LUKIN LINKLATER  A commitment to experimentation is part of Pip’s curatorial practice. She recognized that it was a chain of relationships that allowed this project to unfold. I appreciate Duane’s statements about the history of the project and how the Wood Land School could not have happened without collective work.

CARNEY  “First Gesture” began with a single work, Annie Pootogook’s drawing Coleman Stove with Robin Hood Flour and Tenderflake (2003-2004). It was displayed in an otherwise empty gallery for a period of time. Additional works were then introduced one by one. Can you talk about that decision?

TURIONS  We’d begun, philosophically and emotionally, with Annie’s work. It made sense for us to begin the project’s public programs with her. For a time, that piece was alone in the space. Its force was incredible. It laid the foundation. We then slowly brought in other master-artists.

LUKIN LINKLATER  Alanis Obomsawin’s Christmas at Moose Factory (1971) was the second work. That very significant film speaks to the legacy of Indian residential schools. It features animation based on drawings that Indigenous students made about what happens when they go home to the reservation for Christmas. We put master-artists like Annie, Alanis, and Brian Jungen into conversation, while also speaking to histories in Canada and across Turtle Island.

CARNEY  How did the “Third Gesture,” your offsite iteration at documenta 14, come about?

LINKLATER  Sepake Angiama, head of education for documenta 14, visited us at SBC in February. She was friendly and easygoing; someone who wanted to make a relationship.

LUKIN LINKLATER  When Sepake visited,  Layli Long Soldier was reading poems, specifically written for the exhibition, about certain histories in Canada and the United States. We were invited to develop a workshop for Documenta’s “Under the Mango Tree series,” which addressed shifts in contemporary education. But teaching is not really a part of our practice. So we made an exhibition.

LINKLATER  We decided to see this as an extension of what we had already been doing in Montreal.

LUKIN LINKLATER  We packed everything we could into our luggage. Candice Hopkins, one of Documenta’s curators, prepared a space for us inside of a train station there.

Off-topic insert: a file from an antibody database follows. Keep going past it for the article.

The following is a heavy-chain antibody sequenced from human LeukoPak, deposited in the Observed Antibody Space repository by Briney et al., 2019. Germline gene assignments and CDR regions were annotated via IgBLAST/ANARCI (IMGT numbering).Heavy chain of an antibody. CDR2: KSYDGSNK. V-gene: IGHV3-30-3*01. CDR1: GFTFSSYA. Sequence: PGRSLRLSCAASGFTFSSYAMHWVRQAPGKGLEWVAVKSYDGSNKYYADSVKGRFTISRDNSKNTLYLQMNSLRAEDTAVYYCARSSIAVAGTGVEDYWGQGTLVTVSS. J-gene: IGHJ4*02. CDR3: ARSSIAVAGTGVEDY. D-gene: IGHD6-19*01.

CARNEY  Whose work did you bring?

TURIONS  In addition to a collaborative performance led by Tanya, we included a video by Elisa Harkins and Nathan Young, a textile piece by Charlene Vickers, Maggie Groat’s risograph Perpetual Calendar, a drawing that Jeneen Frei Njootli made for me, and an unverified print from Joshim Kakagamic that is part of Duane’s personal collection. Going to Europe was an opportunity to ask what it means for us to be elsewhere. 

CARNEY  “Fourth Gesture” is currently on view at SBC Gallery. Does Wood Land School still feel like a series of continuous questions, or is it more concrete after being situated in this space for twelve months?

LINKLATER  I’m always preoccupied with future positions, geographies, or spaces, but I’m critical of myself about this. It’s important that we reflect on this year and take stock of our ability to be responsive as a group. We must ask whether this project was important, and if it will be in the future. Our ability to move around, to remain unfixed does feel important. But I’m going to need some time to sort through this experience, which is the longest of any of Wood Land School’s durations.

CARNEY  Are you feeling optimistic about the future? 

TURIONS  Let’s return to the question, “What does it mean for a settler-colonial institution to unknow its power?” If you consider the institutional future of SBC Gallery, the answers to that question are yet to be fully articulated. The folks at SBC have been generous with us and the project is in many ways a collaboration. But the systemic changes—which that unknowing would entail—can only be enacted along a larger timeline. I’m optimistic about the continual force of these kinds of projects for the future, but everything in history tells me I should be deeply pessimistic. I guess we’ll wait and see.

LUKIN LINKLATER  We are calling for structural change, but there are also relational aspects of the project that I believe will extend beyond SBC. Since the beginning, Duane has focused on developing Indigenous-to-Indigenous relationships. Those will extend into the future whether there are structural changes or not.

LINKLATER  We hope to change the structure of the institution itself because that is necessary if we are to do something meaningful, poetic, and interesting there. A project like this was possible because the institution and its people were willing to unknow the power they yield. This applies to all institutions, especially those in countries that have historically and violently excluded and displaced Indigenous people. Now, we’re being invited back into cultural institutions under conditions that haven’t changed that much—colonial conditions, art world conditions. Does that seem appropriate?

LUKIN LINKLATER  The future of SBC isn’t up to the Wood Land School. That labor and that structural change will have to be taken up by the director, the curator, and by the institution itself. I’m hopeful, but I also know the limitations of this project. It has a specific duration and takes place in a specific location. Wood Land School itself must be constantly renegotiated.

TURIONS  The project shouldn’t be understood as a model that can be used at other institutions. It is not meant to be reproducible. This is not a solution to anything. It is, by design, intensely specific.